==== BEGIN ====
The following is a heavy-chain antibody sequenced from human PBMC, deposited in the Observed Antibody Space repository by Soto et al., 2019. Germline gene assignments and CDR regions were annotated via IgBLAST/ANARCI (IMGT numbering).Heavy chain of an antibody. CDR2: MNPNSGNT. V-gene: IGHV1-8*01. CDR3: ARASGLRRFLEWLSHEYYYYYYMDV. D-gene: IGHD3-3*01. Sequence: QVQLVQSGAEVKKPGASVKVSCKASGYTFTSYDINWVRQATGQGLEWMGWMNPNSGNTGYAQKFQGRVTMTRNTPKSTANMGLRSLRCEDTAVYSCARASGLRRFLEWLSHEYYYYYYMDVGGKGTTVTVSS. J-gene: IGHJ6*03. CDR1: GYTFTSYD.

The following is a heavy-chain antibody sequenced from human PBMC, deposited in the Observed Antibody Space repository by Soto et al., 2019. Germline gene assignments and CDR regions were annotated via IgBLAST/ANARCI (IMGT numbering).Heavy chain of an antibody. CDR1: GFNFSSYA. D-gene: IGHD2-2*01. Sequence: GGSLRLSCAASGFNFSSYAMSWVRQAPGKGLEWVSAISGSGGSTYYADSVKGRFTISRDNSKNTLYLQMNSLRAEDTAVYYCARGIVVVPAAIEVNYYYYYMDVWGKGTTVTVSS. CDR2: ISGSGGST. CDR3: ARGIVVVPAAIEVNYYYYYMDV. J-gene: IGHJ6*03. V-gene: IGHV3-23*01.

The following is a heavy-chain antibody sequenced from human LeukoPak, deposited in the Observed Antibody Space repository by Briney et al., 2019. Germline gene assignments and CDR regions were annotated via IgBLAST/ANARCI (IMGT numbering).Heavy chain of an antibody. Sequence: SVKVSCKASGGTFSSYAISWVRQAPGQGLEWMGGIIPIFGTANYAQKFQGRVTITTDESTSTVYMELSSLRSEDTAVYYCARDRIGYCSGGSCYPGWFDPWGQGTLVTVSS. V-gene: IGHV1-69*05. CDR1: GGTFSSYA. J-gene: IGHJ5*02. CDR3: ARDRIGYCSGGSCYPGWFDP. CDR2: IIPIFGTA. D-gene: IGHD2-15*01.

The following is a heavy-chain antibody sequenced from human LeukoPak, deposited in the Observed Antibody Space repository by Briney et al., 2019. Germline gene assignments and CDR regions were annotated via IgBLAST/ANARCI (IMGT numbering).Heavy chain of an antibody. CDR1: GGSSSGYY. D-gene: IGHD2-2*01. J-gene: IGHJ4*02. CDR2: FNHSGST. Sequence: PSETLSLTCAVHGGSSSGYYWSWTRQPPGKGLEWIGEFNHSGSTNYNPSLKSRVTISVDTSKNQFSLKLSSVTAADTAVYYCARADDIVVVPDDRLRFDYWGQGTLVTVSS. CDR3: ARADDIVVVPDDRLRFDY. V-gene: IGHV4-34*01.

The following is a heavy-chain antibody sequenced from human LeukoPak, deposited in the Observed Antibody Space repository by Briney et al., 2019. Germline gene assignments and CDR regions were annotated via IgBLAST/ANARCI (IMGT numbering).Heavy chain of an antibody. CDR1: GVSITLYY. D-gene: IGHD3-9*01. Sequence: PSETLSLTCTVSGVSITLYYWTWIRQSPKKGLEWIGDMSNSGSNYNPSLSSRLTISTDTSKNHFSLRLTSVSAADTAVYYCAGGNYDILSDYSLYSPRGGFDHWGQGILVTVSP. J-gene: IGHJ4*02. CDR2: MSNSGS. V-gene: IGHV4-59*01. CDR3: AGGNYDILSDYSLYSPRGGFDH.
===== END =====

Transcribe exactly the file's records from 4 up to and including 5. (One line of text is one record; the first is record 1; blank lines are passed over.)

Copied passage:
The following is a heavy-chain antibody sequenced from human LeukoPak, deposited in the Observed Antibody Space repository by Briney et al., 2019. Germline gene assignments and CDR regions were annotated via IgBLAST/ANARCI (IMGT numbering).Heavy chain of an antibody. CDR1: GGSSSGYY. D-gene: IGHD2-2*01. J-gene: IGHJ4*02. CDR2: FNHSGST. Sequence: PSETLSLTCAVHGGSSSGYYWSWTRQPPGKGLEWIGEFNHSGSTNYNPSLKSRVTISVDTSKNQFSLKLSSVTAADTAVYYCARADDIVVVPDDRLRFDYWGQGTLVTVSS. CDR3: ARADDIVVVPDDRLRFDY. V-gene: IGHV4-34*01.

The following is a heavy-chain antibody sequenced from human LeukoPak, deposited in the Observed Antibody Space repository by Briney et al., 2019. Germline gene assignments and CDR regions were annotated via IgBLAST/ANARCI (IMGT numbering).Heavy chain of an antibody. CDR1: GVSITLYY. D-gene: IGHD3-9*01. Sequence: PSETLSLTCTVSGVSITLYYWTWIRQSPKKGLEWIGDMSNSGSNYNPSLSSRLTISTDTSKNHFSLRLTSVSAADTAVYYCAGGNYDILSDYSLYSPRGGFDHWGQGILVTVSP. J-gene: IGHJ4*02. CDR2: MSNSGS. V-gene: IGHV4-59*01. CDR3: AGGNYDILSDYSLYSPRGGFDH.